Education experts have called for increased access to digital resources and improved infrastructure to achieve better learning outcomes for young people from displaced communities.
Speaking at May’s edition of EdTech Mondays, an initiative of the Mastercard Foundation in partnership with Co-Creation Hub, attendees said technology is imperative for quality education.
The virtual panel discussion moderated by social engineering practitioner, Joyce Daniel, featured Eileen Akintemi, Deputy Head of Education, United Nations High Commissioner for Refugees (UNHCR); Jonathan Darko, Associate Community Protection Officer at UNHCR, as well as two student interns from the National Open University, Ikom, Sakur Elias and Sandra Tiwa.
Speaking at the panel discussion on “Using EdTech to Foster Learning for Displaced Youth”, Darko noted that the COVID-19 pandemic, which has become a major challenge affecting many students, especially those in displacement camps, reinforced the important role that technology plays in ensuring quality education globally.
He explained that technology was key to promoting quality education today, especially access.
“We have worked with various partners to ensure that refugees have access to education, particularly in host communities, by providing innovative ways for refugees to learn outside of the classroom,” said he declared.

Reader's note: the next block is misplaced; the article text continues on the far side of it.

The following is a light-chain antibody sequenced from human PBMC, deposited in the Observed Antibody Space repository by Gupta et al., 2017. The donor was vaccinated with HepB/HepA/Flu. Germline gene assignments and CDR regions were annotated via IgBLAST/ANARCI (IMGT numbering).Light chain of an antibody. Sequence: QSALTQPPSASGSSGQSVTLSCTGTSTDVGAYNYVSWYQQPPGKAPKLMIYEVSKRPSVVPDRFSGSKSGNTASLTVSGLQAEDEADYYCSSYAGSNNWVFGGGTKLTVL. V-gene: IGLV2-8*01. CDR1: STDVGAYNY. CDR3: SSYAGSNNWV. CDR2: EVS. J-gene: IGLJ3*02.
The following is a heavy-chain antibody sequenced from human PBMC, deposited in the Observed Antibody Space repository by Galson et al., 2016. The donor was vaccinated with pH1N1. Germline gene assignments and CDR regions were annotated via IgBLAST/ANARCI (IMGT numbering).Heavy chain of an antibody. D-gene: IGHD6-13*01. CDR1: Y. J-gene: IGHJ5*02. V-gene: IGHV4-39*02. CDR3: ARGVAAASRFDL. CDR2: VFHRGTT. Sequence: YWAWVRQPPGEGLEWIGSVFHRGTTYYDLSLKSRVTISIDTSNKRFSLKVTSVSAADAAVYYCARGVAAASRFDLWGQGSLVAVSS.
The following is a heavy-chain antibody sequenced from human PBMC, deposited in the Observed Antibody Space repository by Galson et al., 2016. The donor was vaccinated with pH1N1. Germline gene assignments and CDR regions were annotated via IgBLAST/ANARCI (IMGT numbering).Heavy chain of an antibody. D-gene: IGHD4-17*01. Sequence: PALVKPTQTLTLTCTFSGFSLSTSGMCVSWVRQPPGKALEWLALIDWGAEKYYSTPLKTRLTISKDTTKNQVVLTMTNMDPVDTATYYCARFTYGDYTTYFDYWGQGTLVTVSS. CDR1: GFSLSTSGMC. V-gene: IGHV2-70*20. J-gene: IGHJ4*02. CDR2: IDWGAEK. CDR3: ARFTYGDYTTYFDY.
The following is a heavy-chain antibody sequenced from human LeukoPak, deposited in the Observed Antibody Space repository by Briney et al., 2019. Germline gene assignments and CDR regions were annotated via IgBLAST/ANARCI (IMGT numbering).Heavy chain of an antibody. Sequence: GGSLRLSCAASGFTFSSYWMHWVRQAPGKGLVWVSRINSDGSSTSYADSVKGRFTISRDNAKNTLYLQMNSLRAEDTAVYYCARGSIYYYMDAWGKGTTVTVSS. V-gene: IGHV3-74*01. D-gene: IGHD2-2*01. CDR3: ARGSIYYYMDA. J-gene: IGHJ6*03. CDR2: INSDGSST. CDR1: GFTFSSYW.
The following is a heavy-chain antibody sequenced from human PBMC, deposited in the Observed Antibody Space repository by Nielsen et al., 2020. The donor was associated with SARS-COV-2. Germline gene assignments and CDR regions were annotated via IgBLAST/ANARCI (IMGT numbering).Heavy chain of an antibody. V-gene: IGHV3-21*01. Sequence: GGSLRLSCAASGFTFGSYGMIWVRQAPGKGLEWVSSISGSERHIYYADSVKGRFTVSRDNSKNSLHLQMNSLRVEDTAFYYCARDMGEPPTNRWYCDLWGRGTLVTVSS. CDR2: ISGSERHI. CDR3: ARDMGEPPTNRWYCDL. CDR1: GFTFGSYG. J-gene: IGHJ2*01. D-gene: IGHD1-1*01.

Some innovative ways include distance learning programs or opportunities and online platforms to expand access and complement existing traditional platforms.
“UNHCR contributes its quota by harnessing the opportunities of universities with distance learning programs where refugees can learn from the comfort of their homes via learning resources,” Darko said.
He noted that despite the challenges of poor infrastructure and resources, the potential for EdTech among young people in displaced communities remains quite huge.
He therefore advised stakeholders to invest resources in improving internet access and to establish more learning centers for refugees, noting that any intervention made in the area of education would also benefit refugees. host communities.
Akintemi, for his part, noted that it is crucial that EdTech products are developed according to the different languages among the refugees, to achieve a good learning outcome.
“Edtech product developers must take into account the language of the immediate environment. Stakeholders must offer contextually relevant Edtech products. There are various groups of people within the colony; we have both old and young in the colony. They need to develop a product that older people can use. They must take the language of instruction used at school. They need to know if the language of instruction matches the language spoken by the refugees,” she said.
Tiwa and Elias agreed that there was a need to improve infrastructure in displaced communities to enable access to quality education.